Patient Education



Hyperthyroidism, also known as an overactive thyroid gland, is a condition that occurs when the thyroid gland excretes an excessive amount of thyroid hormones. This overproduction creates more hormones than the body needs and causes many important bodily functions to speed up. The thyroid is the gland in the front of the neck that controls energy use, metabolism, heart and nervous system functions and other metabolic functions. An overproduction of thyroid hormones can lead to weight loss, irregular heartbeat and irritability. Hyperthyroidism is more common in people over the age of 60 and women are more likely than men to develop hyperthyroidism.

Causes of Hyperthyroidism

Grave’s disease, an autoimmune disorder that causes the immune system to overstimulate the thyroid, is the most common cause of hyperthyroidism. An overactive thyroid gland may also be caused by several different factors which may include:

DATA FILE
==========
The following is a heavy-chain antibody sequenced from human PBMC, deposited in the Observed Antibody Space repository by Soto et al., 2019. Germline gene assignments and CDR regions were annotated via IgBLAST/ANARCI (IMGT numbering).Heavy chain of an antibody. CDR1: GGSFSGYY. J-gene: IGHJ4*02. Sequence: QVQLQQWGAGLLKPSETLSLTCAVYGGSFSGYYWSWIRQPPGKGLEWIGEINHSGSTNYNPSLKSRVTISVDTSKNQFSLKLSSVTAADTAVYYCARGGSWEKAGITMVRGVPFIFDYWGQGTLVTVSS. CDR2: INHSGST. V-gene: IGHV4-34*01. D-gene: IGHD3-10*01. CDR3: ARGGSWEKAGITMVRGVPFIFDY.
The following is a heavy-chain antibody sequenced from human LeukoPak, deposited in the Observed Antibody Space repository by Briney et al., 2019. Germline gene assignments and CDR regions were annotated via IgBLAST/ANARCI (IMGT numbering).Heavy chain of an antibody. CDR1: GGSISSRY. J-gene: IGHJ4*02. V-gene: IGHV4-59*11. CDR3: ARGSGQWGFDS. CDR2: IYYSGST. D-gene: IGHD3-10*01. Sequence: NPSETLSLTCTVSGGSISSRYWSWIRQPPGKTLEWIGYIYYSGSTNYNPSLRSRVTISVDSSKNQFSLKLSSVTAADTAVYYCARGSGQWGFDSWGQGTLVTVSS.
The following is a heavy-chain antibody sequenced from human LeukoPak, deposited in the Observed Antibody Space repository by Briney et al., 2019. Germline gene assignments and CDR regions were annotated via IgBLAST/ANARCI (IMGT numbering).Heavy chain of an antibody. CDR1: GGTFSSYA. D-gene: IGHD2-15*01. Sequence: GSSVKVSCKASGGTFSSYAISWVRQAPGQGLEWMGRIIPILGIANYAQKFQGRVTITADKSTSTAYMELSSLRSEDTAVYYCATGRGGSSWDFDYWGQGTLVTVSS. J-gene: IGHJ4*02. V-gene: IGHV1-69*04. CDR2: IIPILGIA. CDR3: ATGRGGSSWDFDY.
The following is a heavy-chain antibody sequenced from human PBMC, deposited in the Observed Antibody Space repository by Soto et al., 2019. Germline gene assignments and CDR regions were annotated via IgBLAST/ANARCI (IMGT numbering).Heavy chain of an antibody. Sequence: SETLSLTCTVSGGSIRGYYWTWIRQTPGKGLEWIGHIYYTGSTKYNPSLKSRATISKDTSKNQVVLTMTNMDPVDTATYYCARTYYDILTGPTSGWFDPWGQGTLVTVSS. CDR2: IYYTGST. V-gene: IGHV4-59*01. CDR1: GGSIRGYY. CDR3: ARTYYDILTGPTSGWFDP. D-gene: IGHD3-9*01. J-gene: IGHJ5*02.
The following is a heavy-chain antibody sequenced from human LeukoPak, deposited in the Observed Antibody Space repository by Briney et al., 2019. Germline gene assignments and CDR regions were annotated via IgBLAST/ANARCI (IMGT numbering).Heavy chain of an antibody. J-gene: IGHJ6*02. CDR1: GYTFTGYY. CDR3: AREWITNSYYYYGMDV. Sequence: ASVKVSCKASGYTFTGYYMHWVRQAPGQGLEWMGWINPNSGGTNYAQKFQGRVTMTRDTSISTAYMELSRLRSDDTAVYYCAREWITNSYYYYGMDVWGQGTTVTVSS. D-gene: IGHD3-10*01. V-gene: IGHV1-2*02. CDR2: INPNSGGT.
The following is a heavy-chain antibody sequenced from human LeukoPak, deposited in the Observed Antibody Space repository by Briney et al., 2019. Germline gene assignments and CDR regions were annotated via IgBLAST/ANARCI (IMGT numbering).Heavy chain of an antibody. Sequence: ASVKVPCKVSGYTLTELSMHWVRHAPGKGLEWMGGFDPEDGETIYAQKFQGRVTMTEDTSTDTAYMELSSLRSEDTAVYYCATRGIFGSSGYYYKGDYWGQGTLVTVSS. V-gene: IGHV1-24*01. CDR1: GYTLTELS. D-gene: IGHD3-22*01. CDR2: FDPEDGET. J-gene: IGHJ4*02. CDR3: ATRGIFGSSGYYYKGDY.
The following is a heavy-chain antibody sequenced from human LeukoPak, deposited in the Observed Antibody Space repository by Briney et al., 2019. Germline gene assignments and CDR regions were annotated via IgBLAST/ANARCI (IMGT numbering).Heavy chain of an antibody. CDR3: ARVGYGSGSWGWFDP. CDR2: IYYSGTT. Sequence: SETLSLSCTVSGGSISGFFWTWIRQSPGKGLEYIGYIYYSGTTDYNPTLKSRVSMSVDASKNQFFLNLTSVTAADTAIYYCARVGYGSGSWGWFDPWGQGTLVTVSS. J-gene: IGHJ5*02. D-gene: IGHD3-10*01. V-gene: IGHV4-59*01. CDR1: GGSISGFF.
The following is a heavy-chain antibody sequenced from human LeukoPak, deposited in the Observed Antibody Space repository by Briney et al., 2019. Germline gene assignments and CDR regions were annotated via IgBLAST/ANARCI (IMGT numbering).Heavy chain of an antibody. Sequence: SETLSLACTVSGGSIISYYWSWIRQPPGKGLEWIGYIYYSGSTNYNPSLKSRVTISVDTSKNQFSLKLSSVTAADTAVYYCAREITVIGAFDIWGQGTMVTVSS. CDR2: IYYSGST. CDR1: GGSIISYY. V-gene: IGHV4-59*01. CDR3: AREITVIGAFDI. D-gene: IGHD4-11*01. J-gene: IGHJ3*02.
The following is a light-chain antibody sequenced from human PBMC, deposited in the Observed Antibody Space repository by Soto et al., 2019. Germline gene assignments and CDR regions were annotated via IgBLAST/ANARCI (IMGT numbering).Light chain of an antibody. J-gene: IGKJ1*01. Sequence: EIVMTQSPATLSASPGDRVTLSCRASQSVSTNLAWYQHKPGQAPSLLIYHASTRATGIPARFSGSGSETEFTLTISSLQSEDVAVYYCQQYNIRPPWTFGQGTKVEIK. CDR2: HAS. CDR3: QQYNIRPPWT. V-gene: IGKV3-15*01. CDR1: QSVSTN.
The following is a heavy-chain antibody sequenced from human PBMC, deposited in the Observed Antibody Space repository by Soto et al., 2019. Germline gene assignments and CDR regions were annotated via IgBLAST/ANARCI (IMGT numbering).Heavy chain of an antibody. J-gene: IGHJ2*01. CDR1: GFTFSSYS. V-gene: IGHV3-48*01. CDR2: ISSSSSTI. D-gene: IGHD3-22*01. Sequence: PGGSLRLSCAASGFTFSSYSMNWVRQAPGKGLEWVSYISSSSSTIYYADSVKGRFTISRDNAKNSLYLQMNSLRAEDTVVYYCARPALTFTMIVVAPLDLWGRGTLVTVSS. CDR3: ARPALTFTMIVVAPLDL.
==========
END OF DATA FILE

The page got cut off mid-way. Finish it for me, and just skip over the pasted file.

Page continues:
Hyperthyroidism may also be caused by excessive amounts of synthetic thyroid medication which may be taken to treat hypothyroidism or an underactive thyroid.

Symptoms of Hyperthyroidism

Hyperthyroidism causes a wide range of symptoms that may be different for each patient. Many symptoms of hyperthyroidism are similar to those of other diseases. Common symptoms of hyperthyroidism may include:

Diagnosis of Hyperthyroidism

If patients are experiencing signs of hyperthyroidism, a doctor will perform a physical examination and may perform a series of diagnostic tests to determine the cause of the condition. These diagnostic tests may include:

Treatment of Hyperthyroidism

Hyperthyroidism can be treated through a variety of different methods, depending on the cause and severity of the condition. The goal of most treatment options is to bring thyroid hormone levels to a normal state. Treating the symptoms through medication may be all that is necessary in some cases, while others may require more invasive treatment. Hyperthyroidism treatments may include

Medications known as beta blockers may also be prescribed to reduce symptoms until other treatments take effect. While beta blockers help to alleviate most symptoms, they do not stop the hormone production of the thyroid gland.